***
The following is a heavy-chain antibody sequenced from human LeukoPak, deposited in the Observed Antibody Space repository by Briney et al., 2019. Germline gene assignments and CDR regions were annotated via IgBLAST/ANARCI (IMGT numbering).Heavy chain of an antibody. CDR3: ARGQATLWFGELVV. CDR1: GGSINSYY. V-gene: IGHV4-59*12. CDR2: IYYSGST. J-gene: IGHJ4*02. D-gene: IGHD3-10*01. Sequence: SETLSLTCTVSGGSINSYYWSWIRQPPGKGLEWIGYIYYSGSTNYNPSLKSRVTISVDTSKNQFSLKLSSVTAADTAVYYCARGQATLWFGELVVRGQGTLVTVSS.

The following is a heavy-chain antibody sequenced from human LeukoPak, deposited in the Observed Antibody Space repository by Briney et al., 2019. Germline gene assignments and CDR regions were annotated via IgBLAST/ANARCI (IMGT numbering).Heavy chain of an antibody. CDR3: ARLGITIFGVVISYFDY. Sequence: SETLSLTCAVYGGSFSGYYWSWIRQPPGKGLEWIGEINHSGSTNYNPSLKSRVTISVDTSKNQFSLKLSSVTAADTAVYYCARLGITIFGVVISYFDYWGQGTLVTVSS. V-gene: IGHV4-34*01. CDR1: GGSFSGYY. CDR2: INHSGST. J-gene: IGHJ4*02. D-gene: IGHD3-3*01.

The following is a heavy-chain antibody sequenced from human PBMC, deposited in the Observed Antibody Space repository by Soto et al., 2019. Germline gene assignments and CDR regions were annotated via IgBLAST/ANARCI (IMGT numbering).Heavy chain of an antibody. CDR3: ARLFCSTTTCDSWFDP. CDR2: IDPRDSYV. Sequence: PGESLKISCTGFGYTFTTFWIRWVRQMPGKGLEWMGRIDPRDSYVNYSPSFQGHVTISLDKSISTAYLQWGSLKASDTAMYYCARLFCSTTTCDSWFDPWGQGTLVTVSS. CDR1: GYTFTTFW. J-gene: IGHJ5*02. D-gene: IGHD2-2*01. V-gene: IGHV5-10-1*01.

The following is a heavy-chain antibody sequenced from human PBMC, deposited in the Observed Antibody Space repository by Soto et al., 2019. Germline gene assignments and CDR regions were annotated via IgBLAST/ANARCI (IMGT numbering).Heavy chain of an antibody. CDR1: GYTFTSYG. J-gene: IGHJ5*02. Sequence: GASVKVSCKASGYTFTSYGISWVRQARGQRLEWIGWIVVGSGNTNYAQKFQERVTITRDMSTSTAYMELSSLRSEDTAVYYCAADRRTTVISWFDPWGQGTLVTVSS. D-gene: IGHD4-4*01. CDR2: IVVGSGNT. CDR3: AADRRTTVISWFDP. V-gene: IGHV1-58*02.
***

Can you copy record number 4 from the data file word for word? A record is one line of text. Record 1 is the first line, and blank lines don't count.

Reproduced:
The following is a heavy-chain antibody sequenced from human PBMC, deposited in the Observed Antibody Space repository by Soto et al., 2019. Germline gene assignments and CDR regions were annotated via IgBLAST/ANARCI (IMGT numbering).Heavy chain of an antibody. CDR1: GYTFTSYG. J-gene: IGHJ5*02. Sequence: GASVKVSCKASGYTFTSYGISWVRQARGQRLEWIGWIVVGSGNTNYAQKFQERVTITRDMSTSTAYMELSSLRSEDTAVYYCAADRRTTVISWFDPWGQGTLVTVSS. D-gene: IGHD4-4*01. CDR2: IVVGSGNT. CDR3: AADRRTTVISWFDP. V-gene: IGHV1-58*02.